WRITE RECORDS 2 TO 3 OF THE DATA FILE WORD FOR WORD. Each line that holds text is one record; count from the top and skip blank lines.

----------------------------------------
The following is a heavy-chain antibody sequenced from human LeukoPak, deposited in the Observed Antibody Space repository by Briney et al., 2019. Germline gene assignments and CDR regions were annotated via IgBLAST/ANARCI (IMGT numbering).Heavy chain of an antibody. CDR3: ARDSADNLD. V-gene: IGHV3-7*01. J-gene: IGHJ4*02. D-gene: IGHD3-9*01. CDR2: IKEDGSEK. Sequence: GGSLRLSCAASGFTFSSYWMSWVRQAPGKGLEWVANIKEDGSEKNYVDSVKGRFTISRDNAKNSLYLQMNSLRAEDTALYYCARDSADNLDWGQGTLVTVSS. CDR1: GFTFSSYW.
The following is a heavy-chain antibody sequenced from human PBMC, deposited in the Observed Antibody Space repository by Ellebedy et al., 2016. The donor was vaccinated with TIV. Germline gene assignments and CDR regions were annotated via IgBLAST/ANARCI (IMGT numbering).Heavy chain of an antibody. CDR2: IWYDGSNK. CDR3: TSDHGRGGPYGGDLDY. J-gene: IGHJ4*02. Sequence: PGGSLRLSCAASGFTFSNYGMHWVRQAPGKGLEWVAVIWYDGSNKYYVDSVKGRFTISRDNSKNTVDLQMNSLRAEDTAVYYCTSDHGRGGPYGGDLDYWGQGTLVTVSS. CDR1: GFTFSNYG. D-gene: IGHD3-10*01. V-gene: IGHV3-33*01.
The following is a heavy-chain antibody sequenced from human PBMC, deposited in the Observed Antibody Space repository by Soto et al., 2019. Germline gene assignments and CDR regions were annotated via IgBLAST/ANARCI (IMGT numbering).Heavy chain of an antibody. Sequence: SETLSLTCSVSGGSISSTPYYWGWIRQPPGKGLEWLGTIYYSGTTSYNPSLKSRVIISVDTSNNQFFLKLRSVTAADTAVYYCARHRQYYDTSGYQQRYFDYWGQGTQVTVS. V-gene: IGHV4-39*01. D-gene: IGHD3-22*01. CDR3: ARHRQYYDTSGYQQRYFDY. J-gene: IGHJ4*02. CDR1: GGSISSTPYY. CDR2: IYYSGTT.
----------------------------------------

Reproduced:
The following is a heavy-chain antibody sequenced from human PBMC, deposited in the Observed Antibody Space repository by Ellebedy et al., 2016. The donor was vaccinated with TIV. Germline gene assignments and CDR regions were annotated via IgBLAST/ANARCI (IMGT numbering).Heavy chain of an antibody. CDR2: IWYDGSNK. CDR3: TSDHGRGGPYGGDLDY. J-gene: IGHJ4*02. Sequence: PGGSLRLSCAASGFTFSNYGMHWVRQAPGKGLEWVAVIWYDGSNKYYVDSVKGRFTISRDNSKNTVDLQMNSLRAEDTAVYYCTSDHGRGGPYGGDLDYWGQGTLVTVSS. CDR1: GFTFSNYG. D-gene: IGHD3-10*01. V-gene: IGHV3-33*01.
The following is a heavy-chain antibody sequenced from human PBMC, deposited in the Observed Antibody Space repository by Soto et al., 2019. Germline gene assignments and CDR regions were annotated via IgBLAST/ANARCI (IMGT numbering).Heavy chain of an antibody. Sequence: SETLSLTCSVSGGSISSTPYYWGWIRQPPGKGLEWLGTIYYSGTTSYNPSLKSRVIISVDTSNNQFFLKLRSVTAADTAVYYCARHRQYYDTSGYQQRYFDYWGQGTQVTVS. V-gene: IGHV4-39*01. D-gene: IGHD3-22*01. CDR3: ARHRQYYDTSGYQQRYFDY. J-gene: IGHJ4*02. CDR1: GGSISSTPYY. CDR2: IYYSGTT.